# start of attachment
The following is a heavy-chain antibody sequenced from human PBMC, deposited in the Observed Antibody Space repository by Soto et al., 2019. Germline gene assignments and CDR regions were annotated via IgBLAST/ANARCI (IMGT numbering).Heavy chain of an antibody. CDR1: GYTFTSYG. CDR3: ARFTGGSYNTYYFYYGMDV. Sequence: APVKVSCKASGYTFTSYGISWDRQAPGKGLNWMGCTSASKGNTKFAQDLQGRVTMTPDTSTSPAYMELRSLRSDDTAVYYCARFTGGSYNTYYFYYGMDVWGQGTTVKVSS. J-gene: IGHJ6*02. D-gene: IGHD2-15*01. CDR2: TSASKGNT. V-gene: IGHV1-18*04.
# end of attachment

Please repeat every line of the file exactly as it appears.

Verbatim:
The following is a heavy-chain antibody sequenced from human PBMC, deposited in the Observed Antibody Space repository by Soto et al., 2019. Germline gene assignments and CDR regions were annotated via IgBLAST/ANARCI (IMGT numbering).Heavy chain of an antibody. CDR1: GYTFTSYG. CDR3: ARFTGGSYNTYYFYYGMDV. Sequence: APVKVSCKASGYTFTSYGISWDRQAPGKGLNWMGCTSASKGNTKFAQDLQGRVTMTPDTSTSPAYMELRSLRSDDTAVYYCARFTGGSYNTYYFYYGMDVWGQGTTVKVSS. J-gene: IGHJ6*02. D-gene: IGHD2-15*01. CDR2: TSASKGNT. V-gene: IGHV1-18*04.